Singapore’s Take on the GDPR
Research
November 13, 2020

Singapore’s Take on the GDPR

The country has approved an amendment to their landmark Personal Data Protection Act

Singapore has passed a comprehensive amendment to the 2012 Personal Data Protection Act (PDPA). Companies in the country are now allowed to use personal data without consent for certain purposes. This may sound like a free-for-all (especially compared to the GDPR), but the amendment includes a list of guidelines that transition a considerable amount of responsibility to companies. They must perform risk assessments, give consumers opt-out periods, and follow a slew of other directives. Choosing not to comply will lead to immense fines. Singapore’s version of the GDPR serves its purpose well - it is a compromise between a small country and large companies.

Click here if you’d like to read the amendment in full. Find a brief breakdown of the amendment below:

When can personal data be used?

  1. For business improvement purposes
  2. For research and development purposes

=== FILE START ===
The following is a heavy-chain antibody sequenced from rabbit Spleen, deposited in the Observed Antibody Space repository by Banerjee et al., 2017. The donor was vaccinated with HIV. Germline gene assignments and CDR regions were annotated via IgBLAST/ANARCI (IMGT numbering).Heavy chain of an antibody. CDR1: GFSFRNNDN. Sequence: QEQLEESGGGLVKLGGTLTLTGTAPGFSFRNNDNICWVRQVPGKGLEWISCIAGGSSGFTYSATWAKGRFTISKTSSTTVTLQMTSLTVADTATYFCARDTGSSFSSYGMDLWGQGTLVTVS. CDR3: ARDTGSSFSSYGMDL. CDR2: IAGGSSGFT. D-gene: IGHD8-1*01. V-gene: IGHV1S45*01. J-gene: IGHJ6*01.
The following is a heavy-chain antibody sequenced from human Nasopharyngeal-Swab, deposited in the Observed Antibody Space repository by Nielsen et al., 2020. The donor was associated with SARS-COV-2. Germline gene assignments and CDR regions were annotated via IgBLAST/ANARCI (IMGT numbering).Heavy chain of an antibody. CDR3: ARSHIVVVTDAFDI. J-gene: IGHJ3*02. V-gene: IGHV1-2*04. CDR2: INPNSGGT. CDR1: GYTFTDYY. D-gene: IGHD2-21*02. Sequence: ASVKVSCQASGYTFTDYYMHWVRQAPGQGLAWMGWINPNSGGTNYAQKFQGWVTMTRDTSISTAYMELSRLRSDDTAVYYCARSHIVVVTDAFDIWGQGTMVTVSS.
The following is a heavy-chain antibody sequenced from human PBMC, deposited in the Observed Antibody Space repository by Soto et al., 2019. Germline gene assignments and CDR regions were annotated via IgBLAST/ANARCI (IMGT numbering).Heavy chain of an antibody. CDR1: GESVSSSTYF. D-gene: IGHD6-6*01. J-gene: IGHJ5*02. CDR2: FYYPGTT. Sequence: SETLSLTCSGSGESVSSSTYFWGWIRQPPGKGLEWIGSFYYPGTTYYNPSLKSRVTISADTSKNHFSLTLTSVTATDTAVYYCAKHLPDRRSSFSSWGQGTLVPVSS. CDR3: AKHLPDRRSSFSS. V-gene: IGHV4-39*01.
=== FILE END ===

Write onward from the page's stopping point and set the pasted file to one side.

3. For instances in the legitimate interests of an organization or another person
  4. For instances of contractual necessity

What are the consequences of noncompliance?

Companies will be awarded increased financial penalties for violating the PDPA.

  • Companies bringing in more than S$10 million annually will be subject to fines of up to 10% of their turnover
  • Companies bringing in less than S$10 million annually will be subject to fines of up to S$1 million

How will companies be held accountable?

  • Companies will be mandated to notify consumers of data breaches
  • A Data Protection Trustmark certification will be awarded to companies that meet certain standards
  • Specific risk assessments will be required

How will this empower consumers?

  • Consumers will be able to request that companies send copies of their personal data to other companies operating in Singapore (data portability)
  • Consumers will receive additional protections from unsolicited messages, dictionary attacks, harvesting software, and commercial text messages


Sources: Lexology, Pinsent Masons